Planning and Educational Institutions

Cambridge is distinguished by an extraordinary range of institutions for a city of its size. Clearly, Harvard University and the Massachusetts Institute of Technology are the most well-known institutional presences, and their campuses and land holdings tend to generate the most physical growth and change, and merit the most attention from the point of view of City policy.

The community’s mid-size post-secondary schools, Lesley University and Hult International School of Business, also play important roles in the life of their neighborhoods. It is also worth noting that Cambridge’s character is influenced significantly by the many other smaller institutions—such as the three hospitals, a YMCA and a YWCA, many churches, and an array of smaller non-profits—that are scattered throughout the community.

Annual Town Gown Reports, Institutional Planning, and the Planning Board

In 1991 the Mayor's Committee on University-Community Relationships issued a report addressing the relationship between the Cambridge community and the educational institutions that play an important role in the City's landscape and economy. The four primary post-secondary educational institutions then located in Cambridge -- Cambridge College, Harvard University, Lesley University and the Massachusetts Institute of Technology -- all participated in deliberations that lead to the drafting of the Committee's report, known as the Town-Gown Report.

Go to the 1991 Mayor's Report on University-Community Relationships.

The Mayor's Committee sought to provide a productive foundation for future efforts in the arena of university-community relations in Cambridge. The signatories to the Report agreed amongst themselves that several activities could contribute to a mutually beneficial relationship, one which minimizes the likelihood for conflict, while allowing institutions and the community to enter into joint efforts to achieve their respective planning goals.

Among the recommendations is one that the Planning Board conduct an "annual joint review of university and community needs and plans." This review takes two forms. Every year each school first submits a Town Gown Annual Report; this is then followed by a presentation to the Cambridge Planning Board. In recent years, this formal reporting has frequently been supplemented by updates from the schools at Planning Board meetings, whenever plans for growth and change develop mid-year, and as a result, there is a need for informing the community before the formal annual review.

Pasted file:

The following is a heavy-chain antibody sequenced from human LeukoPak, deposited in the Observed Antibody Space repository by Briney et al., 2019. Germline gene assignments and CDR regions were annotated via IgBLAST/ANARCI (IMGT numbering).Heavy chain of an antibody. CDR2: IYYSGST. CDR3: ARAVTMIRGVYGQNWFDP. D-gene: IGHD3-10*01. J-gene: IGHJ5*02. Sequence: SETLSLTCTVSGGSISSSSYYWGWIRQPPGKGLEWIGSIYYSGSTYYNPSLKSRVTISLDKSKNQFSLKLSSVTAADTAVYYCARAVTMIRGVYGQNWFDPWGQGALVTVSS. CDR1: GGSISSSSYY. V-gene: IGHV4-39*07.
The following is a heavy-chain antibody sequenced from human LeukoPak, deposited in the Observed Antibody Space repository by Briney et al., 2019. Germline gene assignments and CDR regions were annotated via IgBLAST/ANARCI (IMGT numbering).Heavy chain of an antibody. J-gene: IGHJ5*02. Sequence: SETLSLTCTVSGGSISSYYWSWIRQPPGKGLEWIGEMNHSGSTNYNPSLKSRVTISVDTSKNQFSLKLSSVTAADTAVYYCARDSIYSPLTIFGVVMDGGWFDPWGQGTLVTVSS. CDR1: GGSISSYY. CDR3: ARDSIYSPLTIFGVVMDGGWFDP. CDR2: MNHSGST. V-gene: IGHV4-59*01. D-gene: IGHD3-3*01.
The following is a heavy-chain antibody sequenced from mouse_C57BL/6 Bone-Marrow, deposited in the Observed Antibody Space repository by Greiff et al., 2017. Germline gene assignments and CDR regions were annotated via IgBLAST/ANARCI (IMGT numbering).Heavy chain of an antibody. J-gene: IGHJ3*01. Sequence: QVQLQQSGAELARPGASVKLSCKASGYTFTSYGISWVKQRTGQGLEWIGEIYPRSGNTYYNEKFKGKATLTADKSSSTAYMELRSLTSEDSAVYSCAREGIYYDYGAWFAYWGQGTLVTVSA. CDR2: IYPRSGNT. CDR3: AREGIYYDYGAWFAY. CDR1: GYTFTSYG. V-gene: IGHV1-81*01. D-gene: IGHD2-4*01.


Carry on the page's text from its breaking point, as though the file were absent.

Harvard and MIT PILOT Agreements

Due the extent of their land holdings and large numbers of students and workers, both Harvard and MIT have entered into Payment in Lieu of Taxes (PILOT) agreements with the City of Cambridge.  these agreements to support municipal services.  These agreements offset the effect of the nontaxable status of institutional property holdings. 

Institutional Growth Management Plan

By two special acts of the legislature, Cambridge has been granted the authority to regulate certain educational and religious uses in its residential neighborhoods that the state zoning act otherwise denies to other communities in the Commonwealth.

The Cambridge Institutional Growth Management Plan, published in 1981, is the planning document that serves as the policy underpinning for the regulation of institutional uses in the City as set out in Section 4.50 of the Zoning Ordinance. The Plan assesses the relative impact on residential neighborhoods of a wide range of institutional uses and serves as a guide to the Board of Zoning Appeal when it is considering the issuance of a special permit under the provisions of the Institutional Use Regulations contained in Section 4.50.

For More Information

For more information about institutions, zoning, and the Planning Board contact Jeff Roberts, Zoning and Development Director, at 617/349-4639 or

For more information about the Annual Town Gown Reports contact Cliff Cook, Senior Planning Information Manager, at 617/349-4656 or